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Prime-time health-care debate should be win-win for Democrats


With less than a week remaining before the clock runs out on Republican attempts to repeal and replace the Affordable Care act via reconciliation, Republican Senators Lindsey Graham (S.C.) and Bill Cassidy (La.) will engage in a prime-time CNN debate over their health-care legislation against Senators Bernie Sanders (I-Vt.) and Amy Klobuchar (D-Minn.).

The debate is a last ditch Hail Mary for the Graham-Cassidy bill, which faces a tremendous amount of headwinds in passing the Senate this week. Senator John McCain (R-Ariz.) gave his official thumbs down to the legislation on Friday and the bill’s prospects further imploded over the weekend. Republican Senators Susan Collins (Maine) and Lisa Murkowski (Ala.) voted against previous ACA repeal efforts and appear unlikely to jump on board the Graham-Cassidy train. Republican Senators Rand Paul (Ky.) and Ted Cruz (Texas) do not currently support the legislation and any new efforts to appease them will likely come at the expense of moderate support.

{mosads}A new draft of the bill is currently being circulated and the Senate Finance Committee discussed the issue among a sea of protesters. With an expected vote on Wednesday, the spotlight and stakes of Monday night’s debate couldn’t be higher.

Conventional political wisdom would hold that Democrats should relish the opportunity to engage in a high-profile debate against an extremely unpopular piece of legislation that is likely doomed to failure. Instead, numerous media personalities and Democratic supporters have expressed nerves and reservations about this debate occurring and the focus shifted to the merits of a single-payer health-care system in the United States.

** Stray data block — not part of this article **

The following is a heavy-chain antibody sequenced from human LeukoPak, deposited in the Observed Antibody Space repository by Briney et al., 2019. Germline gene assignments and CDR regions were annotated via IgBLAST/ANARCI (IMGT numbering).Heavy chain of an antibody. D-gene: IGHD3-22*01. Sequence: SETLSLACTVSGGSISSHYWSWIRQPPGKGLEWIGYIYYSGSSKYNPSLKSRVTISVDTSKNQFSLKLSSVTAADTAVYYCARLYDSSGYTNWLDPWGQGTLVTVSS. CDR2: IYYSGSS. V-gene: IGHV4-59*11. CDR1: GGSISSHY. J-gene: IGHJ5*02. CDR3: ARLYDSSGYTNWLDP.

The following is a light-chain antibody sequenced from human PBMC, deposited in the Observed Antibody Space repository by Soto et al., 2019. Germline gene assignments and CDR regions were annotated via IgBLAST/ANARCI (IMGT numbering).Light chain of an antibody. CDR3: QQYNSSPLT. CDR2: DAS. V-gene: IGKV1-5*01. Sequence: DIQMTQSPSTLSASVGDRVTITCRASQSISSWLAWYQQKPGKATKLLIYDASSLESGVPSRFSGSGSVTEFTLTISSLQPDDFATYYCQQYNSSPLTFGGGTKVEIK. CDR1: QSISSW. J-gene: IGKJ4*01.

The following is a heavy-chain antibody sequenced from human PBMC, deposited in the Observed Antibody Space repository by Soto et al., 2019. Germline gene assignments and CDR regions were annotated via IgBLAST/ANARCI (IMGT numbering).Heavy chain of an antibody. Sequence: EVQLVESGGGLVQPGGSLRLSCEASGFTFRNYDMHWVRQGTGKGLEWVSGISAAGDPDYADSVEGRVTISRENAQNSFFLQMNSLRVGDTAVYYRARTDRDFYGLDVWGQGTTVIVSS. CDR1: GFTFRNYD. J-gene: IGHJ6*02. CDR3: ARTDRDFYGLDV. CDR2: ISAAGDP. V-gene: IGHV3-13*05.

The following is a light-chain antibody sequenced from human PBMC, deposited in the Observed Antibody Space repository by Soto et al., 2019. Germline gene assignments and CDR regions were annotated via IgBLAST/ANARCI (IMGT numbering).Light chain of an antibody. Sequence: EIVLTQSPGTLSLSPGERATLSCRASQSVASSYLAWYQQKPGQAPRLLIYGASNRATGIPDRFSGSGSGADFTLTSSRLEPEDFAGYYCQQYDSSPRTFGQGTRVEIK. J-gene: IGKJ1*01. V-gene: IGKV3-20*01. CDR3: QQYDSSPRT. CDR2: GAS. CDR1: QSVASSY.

Former National Security spokesman in the Obama administration Tommy Vietor questioned whether this showcase is “the debate we want right now.” CNN political analyst David Gergen warned that it was a “strategic mistake” for Sanders to participate in debate involving the merits of single-payer before a national television audience. MSNBC’s Joe Scarborough echoed these criticisms and said that it was “politically stupid” for Democratic Party leadership to support the idea, which could backfire and imperil any 2020 presidential prospects that Sanders may still have.

Graham has already embraced these arguments and argued that his health-care legislation is the only thing that can stop socialism from reaching the shores of America. While there is certainly some validity to these concerns, they are largely overblown. Since the ACA and single-payer both significantly outpoll Graham-Cassidy, Democrats should warmly embrace a debate on health-care that if properly executed could end GOP rollback attempts for the foreseeable future.

Senators Graham and Cassidy will have their work cut out for them defending a proposal that is extremely unpopular. According to a recent CBS News Poll, only 20 percent of Americans support this legislation, while a majority disapprove.